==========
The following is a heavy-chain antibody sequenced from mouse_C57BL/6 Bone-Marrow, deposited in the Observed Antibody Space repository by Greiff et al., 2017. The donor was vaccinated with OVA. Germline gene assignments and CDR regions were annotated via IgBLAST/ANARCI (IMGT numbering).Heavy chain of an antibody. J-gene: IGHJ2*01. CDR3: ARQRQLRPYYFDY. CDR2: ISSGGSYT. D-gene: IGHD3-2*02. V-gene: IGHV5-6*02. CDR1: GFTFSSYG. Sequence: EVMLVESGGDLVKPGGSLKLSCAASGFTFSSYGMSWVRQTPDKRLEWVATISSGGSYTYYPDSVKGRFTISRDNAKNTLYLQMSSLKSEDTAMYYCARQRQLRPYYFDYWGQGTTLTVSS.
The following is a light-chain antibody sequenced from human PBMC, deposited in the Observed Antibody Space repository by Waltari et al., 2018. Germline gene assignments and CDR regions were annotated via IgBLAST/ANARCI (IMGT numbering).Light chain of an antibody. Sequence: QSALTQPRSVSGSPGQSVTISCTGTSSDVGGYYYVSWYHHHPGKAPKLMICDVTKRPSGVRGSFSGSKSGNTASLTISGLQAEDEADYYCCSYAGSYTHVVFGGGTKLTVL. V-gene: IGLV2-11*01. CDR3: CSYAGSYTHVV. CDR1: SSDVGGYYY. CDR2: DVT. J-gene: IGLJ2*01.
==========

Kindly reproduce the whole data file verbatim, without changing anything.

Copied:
The following is a heavy-chain antibody sequenced from mouse_C57BL/6 Bone-Marrow, deposited in the Observed Antibody Space repository by Greiff et al., 2017. The donor was vaccinated with OVA. Germline gene assignments and CDR regions were annotated via IgBLAST/ANARCI (IMGT numbering).Heavy chain of an antibody. J-gene: IGHJ2*01. CDR3: ARQRQLRPYYFDY. CDR2: ISSGGSYT. D-gene: IGHD3-2*02. V-gene: IGHV5-6*02. CDR1: GFTFSSYG. Sequence: EVMLVESGGDLVKPGGSLKLSCAASGFTFSSYGMSWVRQTPDKRLEWVATISSGGSYTYYPDSVKGRFTISRDNAKNTLYLQMSSLKSEDTAMYYCARQRQLRPYYFDYWGQGTTLTVSS.
The following is a light-chain antibody sequenced from human PBMC, deposited in the Observed Antibody Space repository by Waltari et al., 2018. Germline gene assignments and CDR regions were annotated via IgBLAST/ANARCI (IMGT numbering).Light chain of an antibody. Sequence: QSALTQPRSVSGSPGQSVTISCTGTSSDVGGYYYVSWYHHHPGKAPKLMICDVTKRPSGVRGSFSGSKSGNTASLTISGLQAEDEADYYCCSYAGSYTHVVFGGGTKLTVL. V-gene: IGLV2-11*01. CDR3: CSYAGSYTHVV. CDR1: SSDVGGYYY. CDR2: DVT. J-gene: IGLJ2*01.